Despite Protection For Seniors Contained In California's Ellis Act, Elderly Tenant Faces Possible Boot From Rent-Controlled Duplex Home Of 34 Years If Premises Is Sold As An Unregulated 'Tenancy-In-Common'
In San Francisco, California, the Los Angeles Times reports:
- [T]hen there's Ana Gutierrez. For more than three decades, the 67-year-old mother of five has lived in a rent-controlled Mission District duplex. But her property is in demand in today's tech-driven economic boom.
In November, the landlord notified Gutierrez and her neighbors that they will be evicted under the Ellis Act, which allows building owners to get out of the rental game. There's a good chance the building will be resold as a tenancy-in-common ['TIC'].
- Condo conversions can be regulated by the city, but there's no legal mechanism for challenging the creation of TICs. Tenants rights advocates believe that if condo conversions are limited, TICs may become less popular.
- Although tenancies-in-common exist elsewhere, San Francisco's housing scarcity has made them much more prevalent here, said Lyssa Paul, an attorney who advises those who own the units. During the last tech boom, "they sort of exploded."
- Legislation in 2006 sought to address an eviction surge by banning condo conversions of any building where an elderly or disabled person had been booted under the Ellis Act(1) — and blocking conversion for a decade if two or more evictions of any tenants had occurred.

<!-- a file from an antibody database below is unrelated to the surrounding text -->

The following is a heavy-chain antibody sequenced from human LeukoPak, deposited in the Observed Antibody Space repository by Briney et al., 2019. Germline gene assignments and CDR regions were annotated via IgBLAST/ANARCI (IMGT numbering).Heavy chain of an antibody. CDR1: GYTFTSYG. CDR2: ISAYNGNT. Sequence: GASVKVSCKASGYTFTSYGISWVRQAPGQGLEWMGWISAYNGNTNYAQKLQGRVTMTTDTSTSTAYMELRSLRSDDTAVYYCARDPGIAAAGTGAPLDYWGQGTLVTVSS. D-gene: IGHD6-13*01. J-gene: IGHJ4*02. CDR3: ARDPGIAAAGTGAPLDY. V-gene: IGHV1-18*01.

Yet the number of tenancy-in-common units continued to rise, and the waiting list for condo conversions grew.
Ellis Act evictions have increased again during the current tech boom.
Since Gutierrez is considered elderly under housing laws, her building would be banned from condo conversion. But it could still become a TIC, and she would still lose her home of 34 years.
"The stress we are going through is massive," she told supervisors at a recent hearing, bursting into tears. "Finding affordable housing in this city is almost impossible. We need protection."
(1) In California, the Ellis Act is a state law which says that landlords have the unconditional right to evict tenants to "go out of business. Ellis Act evictions generally are used to "change the use" of the building. Most Ellis evictions are used to convert rental units to condominiums, using loopholes in the condo law.